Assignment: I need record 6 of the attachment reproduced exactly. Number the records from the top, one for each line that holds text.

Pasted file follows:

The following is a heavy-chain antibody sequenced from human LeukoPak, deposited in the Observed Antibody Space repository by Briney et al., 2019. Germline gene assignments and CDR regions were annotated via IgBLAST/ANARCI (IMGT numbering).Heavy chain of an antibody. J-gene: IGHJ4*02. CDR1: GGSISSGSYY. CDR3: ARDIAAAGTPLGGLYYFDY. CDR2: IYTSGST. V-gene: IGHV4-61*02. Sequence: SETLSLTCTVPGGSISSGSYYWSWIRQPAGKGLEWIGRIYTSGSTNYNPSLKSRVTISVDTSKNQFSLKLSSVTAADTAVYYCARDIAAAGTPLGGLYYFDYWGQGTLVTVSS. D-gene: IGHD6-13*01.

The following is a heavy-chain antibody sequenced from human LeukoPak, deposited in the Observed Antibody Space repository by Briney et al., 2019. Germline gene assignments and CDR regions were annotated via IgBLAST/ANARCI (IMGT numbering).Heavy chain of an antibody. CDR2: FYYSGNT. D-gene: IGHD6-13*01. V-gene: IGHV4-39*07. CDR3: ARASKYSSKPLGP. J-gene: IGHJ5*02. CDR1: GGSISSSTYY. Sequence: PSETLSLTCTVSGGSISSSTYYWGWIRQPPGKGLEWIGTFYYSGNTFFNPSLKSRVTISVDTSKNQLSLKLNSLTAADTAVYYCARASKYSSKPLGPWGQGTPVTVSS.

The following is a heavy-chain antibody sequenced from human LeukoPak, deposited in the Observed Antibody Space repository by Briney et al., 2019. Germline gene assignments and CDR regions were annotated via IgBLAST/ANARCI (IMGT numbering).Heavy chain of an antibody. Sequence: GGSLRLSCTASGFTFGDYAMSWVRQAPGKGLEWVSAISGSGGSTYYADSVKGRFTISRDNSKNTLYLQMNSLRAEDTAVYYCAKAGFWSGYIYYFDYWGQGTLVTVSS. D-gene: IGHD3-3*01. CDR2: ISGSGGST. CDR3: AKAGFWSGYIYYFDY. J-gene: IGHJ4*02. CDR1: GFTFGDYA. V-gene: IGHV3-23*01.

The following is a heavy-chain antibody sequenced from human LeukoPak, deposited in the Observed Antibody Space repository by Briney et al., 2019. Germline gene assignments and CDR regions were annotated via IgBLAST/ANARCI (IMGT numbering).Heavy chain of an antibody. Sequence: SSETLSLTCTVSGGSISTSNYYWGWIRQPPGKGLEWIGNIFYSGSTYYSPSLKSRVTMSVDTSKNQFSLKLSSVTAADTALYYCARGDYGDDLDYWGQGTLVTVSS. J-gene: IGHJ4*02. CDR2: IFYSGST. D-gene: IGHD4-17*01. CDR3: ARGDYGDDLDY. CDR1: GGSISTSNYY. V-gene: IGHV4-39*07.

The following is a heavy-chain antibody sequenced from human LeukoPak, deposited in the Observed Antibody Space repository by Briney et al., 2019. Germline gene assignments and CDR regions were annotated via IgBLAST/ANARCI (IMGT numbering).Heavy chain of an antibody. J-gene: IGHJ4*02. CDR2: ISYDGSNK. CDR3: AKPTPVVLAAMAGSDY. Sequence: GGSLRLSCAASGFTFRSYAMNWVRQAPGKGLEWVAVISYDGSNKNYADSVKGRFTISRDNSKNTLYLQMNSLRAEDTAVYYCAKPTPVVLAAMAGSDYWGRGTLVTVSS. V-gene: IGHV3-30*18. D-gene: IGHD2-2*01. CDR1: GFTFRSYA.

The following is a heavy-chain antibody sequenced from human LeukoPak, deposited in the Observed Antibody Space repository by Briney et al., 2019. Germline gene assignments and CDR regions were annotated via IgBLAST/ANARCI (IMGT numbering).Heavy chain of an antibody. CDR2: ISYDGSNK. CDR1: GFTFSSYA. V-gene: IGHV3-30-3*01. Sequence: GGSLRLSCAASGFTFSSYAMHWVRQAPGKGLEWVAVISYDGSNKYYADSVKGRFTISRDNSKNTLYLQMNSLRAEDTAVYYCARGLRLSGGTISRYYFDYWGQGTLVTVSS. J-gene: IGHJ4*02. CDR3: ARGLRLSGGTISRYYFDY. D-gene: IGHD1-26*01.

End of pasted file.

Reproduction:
The following is a heavy-chain antibody sequenced from human LeukoPak, deposited in the Observed Antibody Space repository by Briney et al., 2019. Germline gene assignments and CDR regions were annotated via IgBLAST/ANARCI (IMGT numbering).Heavy chain of an antibody. CDR2: ISYDGSNK. CDR1: GFTFSSYA. V-gene: IGHV3-30-3*01. Sequence: GGSLRLSCAASGFTFSSYAMHWVRQAPGKGLEWVAVISYDGSNKYYADSVKGRFTISRDNSKNTLYLQMNSLRAEDTAVYYCARGLRLSGGTISRYYFDYWGQGTLVTVSS. J-gene: IGHJ4*02. CDR3: ARGLRLSGGTISRYYFDY. D-gene: IGHD1-26*01.